Spinach and kale aren’t the only things to watch in your diet. Eating low glycemic foods may slow the development and progression of AMD. The glycemic index measures how quickly carbohydrates get glucose (sugar) into the blood stream. People with diabetes will find this familiar. High glycemic foods like potatoes, white rice, processed foods like cakes and crackers and cereal raise the blood glucose level. Low glycemic foods include vegetables and beans.
Several years ago researchers at Tufts University found that mice fed a low glycemic diet developed fewer and less severe age-related lesions in the retina than mice fed the higher GI diet. When lesions like this develop after age 60 in humans, they are the earliest warning sign of age-related macular degeneration. Earlier studies in humans resulted in similar observations.
*Here are some tips from Harvard University for low-glycemic eating.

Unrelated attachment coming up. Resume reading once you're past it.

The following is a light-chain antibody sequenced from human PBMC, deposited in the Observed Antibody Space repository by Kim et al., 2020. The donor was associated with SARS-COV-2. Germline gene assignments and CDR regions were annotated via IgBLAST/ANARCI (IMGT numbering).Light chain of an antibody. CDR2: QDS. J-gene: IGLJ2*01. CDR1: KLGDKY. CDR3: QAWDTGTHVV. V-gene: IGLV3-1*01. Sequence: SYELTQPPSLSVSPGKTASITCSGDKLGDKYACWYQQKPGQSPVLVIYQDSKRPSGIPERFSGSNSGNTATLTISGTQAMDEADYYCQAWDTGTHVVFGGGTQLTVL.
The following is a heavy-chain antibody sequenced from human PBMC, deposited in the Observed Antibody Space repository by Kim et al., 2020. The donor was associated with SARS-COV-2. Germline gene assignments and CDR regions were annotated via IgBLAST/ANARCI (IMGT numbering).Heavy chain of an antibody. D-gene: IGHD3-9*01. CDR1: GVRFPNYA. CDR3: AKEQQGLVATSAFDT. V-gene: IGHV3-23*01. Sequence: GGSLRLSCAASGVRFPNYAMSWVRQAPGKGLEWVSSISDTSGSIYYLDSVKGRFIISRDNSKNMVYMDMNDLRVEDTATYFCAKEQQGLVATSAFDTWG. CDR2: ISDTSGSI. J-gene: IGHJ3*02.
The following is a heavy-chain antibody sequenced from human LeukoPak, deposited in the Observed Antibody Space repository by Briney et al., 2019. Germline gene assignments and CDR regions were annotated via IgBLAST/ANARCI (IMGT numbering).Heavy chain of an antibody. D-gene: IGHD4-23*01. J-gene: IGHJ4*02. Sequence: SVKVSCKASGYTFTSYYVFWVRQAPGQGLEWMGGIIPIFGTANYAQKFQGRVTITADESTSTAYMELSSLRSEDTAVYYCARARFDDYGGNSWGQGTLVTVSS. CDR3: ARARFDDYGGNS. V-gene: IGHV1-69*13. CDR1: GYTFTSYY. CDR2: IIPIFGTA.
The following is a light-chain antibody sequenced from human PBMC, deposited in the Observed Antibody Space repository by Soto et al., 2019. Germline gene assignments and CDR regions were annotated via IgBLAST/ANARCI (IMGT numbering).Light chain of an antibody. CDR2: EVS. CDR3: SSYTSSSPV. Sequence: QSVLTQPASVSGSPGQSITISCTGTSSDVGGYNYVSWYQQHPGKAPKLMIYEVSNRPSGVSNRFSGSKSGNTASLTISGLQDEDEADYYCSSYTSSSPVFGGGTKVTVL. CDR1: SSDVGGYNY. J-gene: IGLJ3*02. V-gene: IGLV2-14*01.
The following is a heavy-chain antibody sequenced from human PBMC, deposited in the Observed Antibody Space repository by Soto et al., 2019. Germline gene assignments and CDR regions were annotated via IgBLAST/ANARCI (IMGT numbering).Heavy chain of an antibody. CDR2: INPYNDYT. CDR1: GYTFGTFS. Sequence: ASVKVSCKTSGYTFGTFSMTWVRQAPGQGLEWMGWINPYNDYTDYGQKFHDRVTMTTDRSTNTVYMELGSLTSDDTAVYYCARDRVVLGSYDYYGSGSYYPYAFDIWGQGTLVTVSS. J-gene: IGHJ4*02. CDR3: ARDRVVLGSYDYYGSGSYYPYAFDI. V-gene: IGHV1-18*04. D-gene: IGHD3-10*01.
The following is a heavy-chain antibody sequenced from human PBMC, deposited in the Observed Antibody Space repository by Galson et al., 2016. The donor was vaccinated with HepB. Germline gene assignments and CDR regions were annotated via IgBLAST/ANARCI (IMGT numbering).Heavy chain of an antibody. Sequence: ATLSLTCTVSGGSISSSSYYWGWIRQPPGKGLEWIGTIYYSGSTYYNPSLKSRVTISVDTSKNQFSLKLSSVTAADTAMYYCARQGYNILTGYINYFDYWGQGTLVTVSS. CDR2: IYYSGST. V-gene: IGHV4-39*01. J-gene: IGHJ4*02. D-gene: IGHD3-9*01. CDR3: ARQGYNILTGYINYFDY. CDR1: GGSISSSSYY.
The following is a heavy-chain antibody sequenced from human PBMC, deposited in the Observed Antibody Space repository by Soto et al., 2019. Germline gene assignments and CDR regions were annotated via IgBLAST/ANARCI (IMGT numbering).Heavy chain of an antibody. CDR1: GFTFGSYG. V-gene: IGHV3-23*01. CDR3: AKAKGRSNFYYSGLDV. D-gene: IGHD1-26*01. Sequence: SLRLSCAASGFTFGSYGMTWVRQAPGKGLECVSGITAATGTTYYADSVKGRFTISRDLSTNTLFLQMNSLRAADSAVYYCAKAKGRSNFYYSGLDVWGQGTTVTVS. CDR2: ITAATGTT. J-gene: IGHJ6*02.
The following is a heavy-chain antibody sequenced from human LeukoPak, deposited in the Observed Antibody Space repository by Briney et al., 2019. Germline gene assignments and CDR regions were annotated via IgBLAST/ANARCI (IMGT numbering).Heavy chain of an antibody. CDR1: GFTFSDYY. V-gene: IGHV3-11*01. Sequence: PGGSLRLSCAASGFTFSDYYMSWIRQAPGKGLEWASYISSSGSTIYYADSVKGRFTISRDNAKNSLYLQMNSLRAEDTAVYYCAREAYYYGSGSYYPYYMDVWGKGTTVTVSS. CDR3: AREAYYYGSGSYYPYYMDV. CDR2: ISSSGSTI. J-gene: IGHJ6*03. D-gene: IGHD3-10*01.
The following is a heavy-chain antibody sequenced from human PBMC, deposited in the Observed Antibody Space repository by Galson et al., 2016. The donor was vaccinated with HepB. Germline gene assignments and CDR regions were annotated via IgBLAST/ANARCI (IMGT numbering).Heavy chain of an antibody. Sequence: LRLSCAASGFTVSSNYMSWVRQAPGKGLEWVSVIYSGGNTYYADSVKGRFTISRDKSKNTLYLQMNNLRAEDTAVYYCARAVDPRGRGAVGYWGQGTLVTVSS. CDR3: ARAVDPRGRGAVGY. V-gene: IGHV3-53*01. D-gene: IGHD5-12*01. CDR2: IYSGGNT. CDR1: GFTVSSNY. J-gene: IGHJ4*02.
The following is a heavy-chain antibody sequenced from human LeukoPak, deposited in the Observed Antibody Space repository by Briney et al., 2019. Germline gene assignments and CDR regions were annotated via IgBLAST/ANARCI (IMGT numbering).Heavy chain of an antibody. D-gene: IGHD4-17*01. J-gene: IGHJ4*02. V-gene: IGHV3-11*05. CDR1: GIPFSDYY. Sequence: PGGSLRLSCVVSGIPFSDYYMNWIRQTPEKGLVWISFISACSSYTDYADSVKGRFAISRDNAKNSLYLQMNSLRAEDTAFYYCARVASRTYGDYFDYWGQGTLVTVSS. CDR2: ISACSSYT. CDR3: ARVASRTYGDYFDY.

1. Eat a lot of non-starchy vegetables, beans, and fruits such as apples, pears, peaches, and berries. Even tropical fruits like bananas, mangoes, and papayas tend to have a lower glycemic index than typical desserts.
2. Eat grains in the least-processed state possible: “unbroken,” such as whole-kernel bread, brown rice, and whole barley, millet, and wheat berries; or traditionally processed, such as stone-ground bread, steel-cut oats, and natural granola or muesli breakfast cereals.
3. Limit white potatoes and refined-grain products, such as white breads and white pasta, to small side dishes.
4. Limit concentrated sweets – including high-calorie foods with a low glycemic index, such as ice cream – to occasional treats. Reduce fruit juice to no more than one-half cup a day. Completely eliminate sugar-sweetened drinks.
5. Eat a healthful type of protein, such as beans, fish, or skinless chicken, at most meals.
6. Choose foods with healthful fats, such as olive oil, nuts (almonds, walnuts, pecans), and avocados, but stick to moderate amounts. Limit saturated fats from dairy and other animal products. Completely eliminate partially hydrogenated fats (trans fats), which are in fast food and many packaged foods.
7. Have three meals and one or two snacks each day, and don’t skip breakfast.
8. Eat slowly and stop when full.
*Adapted from Ending the Food Fight, by David Ludwig with Suzanne Rostler (Houghton Mifflin, 2008)